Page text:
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Anger born in transformation of Hyde Park, Kansas City Star, May 6,1982, Dunstan McNichol PDF  | Print |

For almost a decade, the landlords and longtime residents of Kansas City’s Hyde Park district have looked on as time and change ushered in a new generation.

It is a generation of youth, fresh, paint and ambition, which has made the neighborhood, located between 31st and 47th streets from Gillham road to Troost Avenue, a model of central city renewal and prosperous urban rehabilitation.

But among the blossoming refurbished homes, some remaining members of the established Hyde Park breed resent the aggressive campaigns of their new neighbors.

In North Hyde Park particularly, located between 31st Street and Armour Boulevard from Gillham Road to Troost Avenue, some longtime Hyde Park dwellers say their new neighbors cast an intolerant glare at apparent zoning code violations, which in past years were dismissed with a wink by city agencies.

“This is a fact: that people move into a neighborhood that has not been well maintained and they spend a lot of money rehabilitating it, which is in itself an admirable thing, and then they ask the city to enforce the codes against their neighbors,” said Barbara Schenkenberg, an assistant city attorney. “Neither side is wrong. Both sides are right.”

Established landlords suddenly are force to defend their right to their apartments before the Board of Zoning Adjustment or in court.

Peeling paint, loose shingles or even significant structural decay that existed for years without controversy suddenly has brought a flurry of city summonses threatening fines or court action.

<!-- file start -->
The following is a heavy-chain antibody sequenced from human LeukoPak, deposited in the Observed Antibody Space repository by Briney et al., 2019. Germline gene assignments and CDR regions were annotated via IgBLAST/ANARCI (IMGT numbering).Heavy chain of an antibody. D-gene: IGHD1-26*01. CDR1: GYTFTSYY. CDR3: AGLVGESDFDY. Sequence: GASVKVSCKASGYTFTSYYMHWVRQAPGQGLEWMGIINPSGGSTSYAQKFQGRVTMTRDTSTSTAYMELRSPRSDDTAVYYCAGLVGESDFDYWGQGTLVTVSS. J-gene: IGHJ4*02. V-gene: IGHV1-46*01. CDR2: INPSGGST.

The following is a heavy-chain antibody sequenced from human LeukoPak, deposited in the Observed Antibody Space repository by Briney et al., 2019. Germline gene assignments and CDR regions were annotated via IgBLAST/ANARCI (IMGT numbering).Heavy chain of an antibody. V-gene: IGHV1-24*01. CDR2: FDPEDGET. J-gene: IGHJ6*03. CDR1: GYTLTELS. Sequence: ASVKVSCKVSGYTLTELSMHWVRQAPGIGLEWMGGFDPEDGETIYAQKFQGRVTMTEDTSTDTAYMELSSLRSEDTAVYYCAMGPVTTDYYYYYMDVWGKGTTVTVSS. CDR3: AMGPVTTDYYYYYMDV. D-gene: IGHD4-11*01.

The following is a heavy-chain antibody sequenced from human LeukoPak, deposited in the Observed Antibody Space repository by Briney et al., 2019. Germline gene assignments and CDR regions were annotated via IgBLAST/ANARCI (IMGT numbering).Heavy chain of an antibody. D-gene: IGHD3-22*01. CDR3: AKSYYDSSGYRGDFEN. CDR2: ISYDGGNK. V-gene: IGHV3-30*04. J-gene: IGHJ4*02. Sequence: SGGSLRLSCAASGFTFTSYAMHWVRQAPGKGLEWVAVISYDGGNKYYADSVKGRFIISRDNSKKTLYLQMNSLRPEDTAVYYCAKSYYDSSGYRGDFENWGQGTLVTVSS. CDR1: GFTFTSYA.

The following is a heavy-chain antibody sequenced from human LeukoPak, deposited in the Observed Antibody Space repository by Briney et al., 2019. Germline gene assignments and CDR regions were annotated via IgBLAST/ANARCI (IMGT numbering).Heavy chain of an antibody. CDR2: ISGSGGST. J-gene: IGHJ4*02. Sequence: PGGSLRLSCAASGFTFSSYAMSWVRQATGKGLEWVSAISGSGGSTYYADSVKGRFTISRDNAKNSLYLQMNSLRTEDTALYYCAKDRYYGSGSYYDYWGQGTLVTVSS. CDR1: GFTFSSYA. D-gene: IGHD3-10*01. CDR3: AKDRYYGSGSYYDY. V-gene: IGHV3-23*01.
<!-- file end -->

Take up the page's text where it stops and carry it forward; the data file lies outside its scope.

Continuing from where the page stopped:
The vigilance has extended outside the houses, with neighbors, demanding limits on barking dogs and, in at least one-instance, wet laundry hung out to dry.

New residents defend their campaign as necessary to restore the neighborhood’s viability, preserve historic buildings and replenish the city’s tax rolls.

In the years since, the new generation’s arrival, houses that once sold for as little as $7,000 have been refurbished and command prices of $70,000 and more.

“This area is not the “I don’t give a damn’ anymore,” said Howard B. Jackson, 43, a former Kansas City police officer who has lived in North Hyde Park about two years. Mr. Jackson, the community’s designated liaison with city inspectors, is regarded as a property code watch dog. “it makes it bad for these people that aren’t (maintaining their homes), but you still have to have something to preserve your neighborhood.”

“Hyde Park (Neighborhood Association) has done a lot of good,” said Thema Beecham, a 12-year resident of a house at 3419 Campbell St., across the street from Mr. Jackson’s home. “But they sometimes run rough. In the long run they clean up the neighborhood, but what they do to the poor neighbors is sad.”

Officials of the neighborhood association, however, say its campaign is a burden only to those who refuse to upgrade their property. They say programs exist to help residents make and finance improvements.

Marie Frederick, who has lived at 3347 Harrison St. since 1944, claimed the repainting and rebuilding has not improved neighborhood life.

“I don’t know what all the ambition for painting houses was,” said Mrs. Frederick, who was warned by the city last spring that she would be taken to court for failing to clean up a vacant lot the city later discovered did not belong to her. “They were getting along just fine as far as I’m concerned.”

The latest skirmish is to take place Tuesday before the Board of Zoning Adjustment.